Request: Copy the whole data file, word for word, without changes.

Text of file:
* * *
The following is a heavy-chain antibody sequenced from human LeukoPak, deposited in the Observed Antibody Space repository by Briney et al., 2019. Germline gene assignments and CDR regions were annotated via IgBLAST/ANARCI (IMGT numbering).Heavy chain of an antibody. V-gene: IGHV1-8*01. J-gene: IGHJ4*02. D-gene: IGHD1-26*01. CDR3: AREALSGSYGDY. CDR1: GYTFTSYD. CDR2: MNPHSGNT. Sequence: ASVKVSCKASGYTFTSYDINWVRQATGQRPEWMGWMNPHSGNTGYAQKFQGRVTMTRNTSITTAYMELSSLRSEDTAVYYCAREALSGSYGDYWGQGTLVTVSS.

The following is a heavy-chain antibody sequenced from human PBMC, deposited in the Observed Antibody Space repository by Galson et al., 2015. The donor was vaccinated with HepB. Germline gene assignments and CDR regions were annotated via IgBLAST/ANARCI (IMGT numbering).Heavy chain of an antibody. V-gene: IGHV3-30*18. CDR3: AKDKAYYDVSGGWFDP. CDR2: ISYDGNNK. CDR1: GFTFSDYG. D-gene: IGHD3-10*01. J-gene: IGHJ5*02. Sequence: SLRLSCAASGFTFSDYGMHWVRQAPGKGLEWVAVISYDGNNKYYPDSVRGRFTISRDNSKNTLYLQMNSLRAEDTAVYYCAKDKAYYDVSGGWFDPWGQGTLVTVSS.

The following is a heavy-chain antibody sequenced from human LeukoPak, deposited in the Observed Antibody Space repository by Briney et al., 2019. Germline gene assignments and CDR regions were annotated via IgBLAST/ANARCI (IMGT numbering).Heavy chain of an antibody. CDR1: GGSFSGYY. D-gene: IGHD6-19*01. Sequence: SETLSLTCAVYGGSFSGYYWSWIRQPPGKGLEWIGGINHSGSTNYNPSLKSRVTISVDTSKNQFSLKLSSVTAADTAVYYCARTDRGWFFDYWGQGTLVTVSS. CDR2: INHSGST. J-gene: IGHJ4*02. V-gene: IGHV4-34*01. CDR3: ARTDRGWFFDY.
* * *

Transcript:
The following is a heavy-chain antibody sequenced from human LeukoPak, deposited in the Observed Antibody Space repository by Briney et al., 2019. Germline gene assignments and CDR regions were annotated via IgBLAST/ANARCI (IMGT numbering).Heavy chain of an antibody. V-gene: IGHV1-8*01. J-gene: IGHJ4*02. D-gene: IGHD1-26*01. CDR3: AREALSGSYGDY. CDR1: GYTFTSYD. CDR2: MNPHSGNT. Sequence: ASVKVSCKASGYTFTSYDINWVRQATGQRPEWMGWMNPHSGNTGYAQKFQGRVTMTRNTSITTAYMELSSLRSEDTAVYYCAREALSGSYGDYWGQGTLVTVSS.

The following is a heavy-chain antibody sequenced from human PBMC, deposited in the Observed Antibody Space repository by Galson et al., 2015. The donor was vaccinated with HepB. Germline gene assignments and CDR regions were annotated via IgBLAST/ANARCI (IMGT numbering).Heavy chain of an antibody. V-gene: IGHV3-30*18. CDR3: AKDKAYYDVSGGWFDP. CDR2: ISYDGNNK. CDR1: GFTFSDYG. D-gene: IGHD3-10*01. J-gene: IGHJ5*02. Sequence: SLRLSCAASGFTFSDYGMHWVRQAPGKGLEWVAVISYDGNNKYYPDSVRGRFTISRDNSKNTLYLQMNSLRAEDTAVYYCAKDKAYYDVSGGWFDPWGQGTLVTVSS.

The following is a heavy-chain antibody sequenced from human LeukoPak, deposited in the Observed Antibody Space repository by Briney et al., 2019. Germline gene assignments and CDR regions were annotated via IgBLAST/ANARCI (IMGT numbering).Heavy chain of an antibody. CDR1: GGSFSGYY. D-gene: IGHD6-19*01. Sequence: SETLSLTCAVYGGSFSGYYWSWIRQPPGKGLEWIGGINHSGSTNYNPSLKSRVTISVDTSKNQFSLKLSSVTAADTAVYYCARTDRGWFFDYWGQGTLVTVSS. CDR2: INHSGST. J-gene: IGHJ4*02. V-gene: IGHV4-34*01. CDR3: ARTDRGWFFDY.